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Your first time

I’ve tried to avoid worthless posts plugging my new book (in favor of wothwhile posts plugging my new book) but I just got a copy of the finished bound book in the mail today and I was surprised at my reaction. When I finally held my first book in my hands back in 2005, I was elated. But not when I held this one.

I wasn’t disappointed, but it sure didn’t feel the same as the first time.

The first time, I just couldn’t imagine beforehand what the book would be like—how large it would be, how it felt in your hands. I was even surprised it was so much thinner than my binder crammed with my manuscript. (Duh! It was printed on both sides of the paper so it was half as thick.)

But this time, it was just what I expected, no more and no less. I am happy it is finally done (now the interviews and the appearances start) but I didn’t have the same thrill of holding it in my hands for the first time. Neither did my family—my kids said, “That’s great, dad” when they were clearly excited the first time.

I think this book is better than the first. And it is a business book, so the publisher is expecting higher sales. So I should be more excited about it. And I am excited about people reading it. But I didn’t get excited as much by holding a copy. Holding a book you wrote is about the same every time. Next week I have planned to be excited about people starting to get it in their hands and read it. (I have marked my calendar for September 19 to be thrilled beyond words.)

This isn’t bad. It’s just human nature. It’s never as exciting as the first time, no matter what it is. I think marketers forget this sometimes. We get all excited about what we are working on and we forget how hard it is to surprise a customer.

It happens even to great marketers. I really think Steve Jobs expected the headlines for their latest announcement to be about the new iPods but it was the $200 iPhone price cut that stole the headlines. Why did this happen? Because incremental improvements to the iPod are not as surprising as a one-third price cut for their hottest product.

As marketers, we need to remember how hard it is to surprise people. We need to focus on doing so (to be remarkable as Seth Godin likes to say) but to remember how difficult it is to really be remarkable just because you’ve done it before. I think that it is just as hard to surprise every time, no matter your track record.

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Mike Moran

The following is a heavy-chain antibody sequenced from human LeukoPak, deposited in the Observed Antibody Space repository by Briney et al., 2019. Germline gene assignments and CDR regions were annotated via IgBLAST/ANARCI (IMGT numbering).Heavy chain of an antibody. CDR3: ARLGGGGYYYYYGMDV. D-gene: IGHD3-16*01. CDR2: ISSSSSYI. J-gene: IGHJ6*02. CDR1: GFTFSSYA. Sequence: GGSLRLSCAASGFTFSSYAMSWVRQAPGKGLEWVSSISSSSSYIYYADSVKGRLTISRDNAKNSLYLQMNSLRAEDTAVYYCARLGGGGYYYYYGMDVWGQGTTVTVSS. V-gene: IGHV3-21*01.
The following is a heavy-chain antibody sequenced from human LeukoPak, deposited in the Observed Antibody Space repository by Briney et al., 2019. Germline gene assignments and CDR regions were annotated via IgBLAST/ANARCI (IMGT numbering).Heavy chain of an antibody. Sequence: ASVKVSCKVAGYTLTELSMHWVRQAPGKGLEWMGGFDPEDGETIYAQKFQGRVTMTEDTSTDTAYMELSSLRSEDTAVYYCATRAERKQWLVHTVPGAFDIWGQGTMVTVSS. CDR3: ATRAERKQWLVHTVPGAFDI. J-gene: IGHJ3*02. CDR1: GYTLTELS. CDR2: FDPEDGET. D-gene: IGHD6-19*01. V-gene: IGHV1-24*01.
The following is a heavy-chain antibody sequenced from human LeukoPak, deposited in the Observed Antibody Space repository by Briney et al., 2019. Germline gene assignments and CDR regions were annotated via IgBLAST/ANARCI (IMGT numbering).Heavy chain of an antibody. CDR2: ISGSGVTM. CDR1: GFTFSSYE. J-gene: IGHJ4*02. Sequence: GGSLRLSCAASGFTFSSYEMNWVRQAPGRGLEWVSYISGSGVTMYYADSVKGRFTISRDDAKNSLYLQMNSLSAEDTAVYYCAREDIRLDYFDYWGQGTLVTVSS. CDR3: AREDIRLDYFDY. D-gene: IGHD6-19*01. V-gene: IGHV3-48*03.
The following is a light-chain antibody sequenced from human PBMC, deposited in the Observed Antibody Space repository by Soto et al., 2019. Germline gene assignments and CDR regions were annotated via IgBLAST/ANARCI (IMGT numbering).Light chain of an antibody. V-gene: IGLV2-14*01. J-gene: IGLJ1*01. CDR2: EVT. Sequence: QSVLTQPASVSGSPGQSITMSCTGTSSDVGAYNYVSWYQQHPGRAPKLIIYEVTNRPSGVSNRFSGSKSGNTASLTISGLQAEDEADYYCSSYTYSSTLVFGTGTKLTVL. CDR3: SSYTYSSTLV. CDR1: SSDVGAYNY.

Mike Moran is an expert in digital marketing, search technology, social media, text analytics, web personalization, and web metrics, who, as a Certified Speaking Professional, regularly makes speaking appearances. Mike’s previous appearances include keynote speaking appearances worldwide. Mike serves as a senior strategist for Converseon, an AI powered consumer intelligence technology and consulting firm. He is also a senior strategist for SoloSegment, a marketing automation software solutions and services firm. Mike also serves as a member of the Board of Directors of SEMPO. Mike spent 30 years at IBM, rising to Distinguished Engineer, an executive-level technical position. Mike held various roles in his IBM career, including eight years at IBM’s customer-facing website, ibm.com, most recently as the Manager of ibm.com Web Experience, where he led 65 information architects, web designers, webmasters, programmers, and technical architects around the world. Mike's newest book is Outside-In Marketing with world-renowned author James Mathewson. He is co-author of the best-selling Search Engine Marketing, Inc. (with fellow search marketing expert Bill Hunt), now in its Third Edition. Mike is also the author of the acclaimed internet marketing book, Do It Wrong Quickly: How the Web Changes the Old Marketing Rules, named one of best business books of 2007 by the Miami Herald. Mike founded and writes for Biznology® and writes regularly for other blogs. In addition to Mike’s broad technical background, he holds an Advanced Certificate in Market Management Practice from the Royal UK Charter Institute of Marketing and is a Visiting Lecturer at the University of Virginia’s Darden School of Business. He also teaches at Rutgers Business School. He is a Senior Fellow at the Society for New Communications Research. Mike worked at ibm.com from 1998 through 2006, pioneering IBM’s successful search marketing program. IBM’s website of over two million pages was a classic “big company” website that has traditionally been difficult to optimize for search marketing. Mike, working with Bill Hunt, developed a strategy for search engine marketing that works for any business, large or small. Moran and Hunt spearheaded IBM’s content improvement that has resulted in dramatic gains in traffic from Google and other internet portals.

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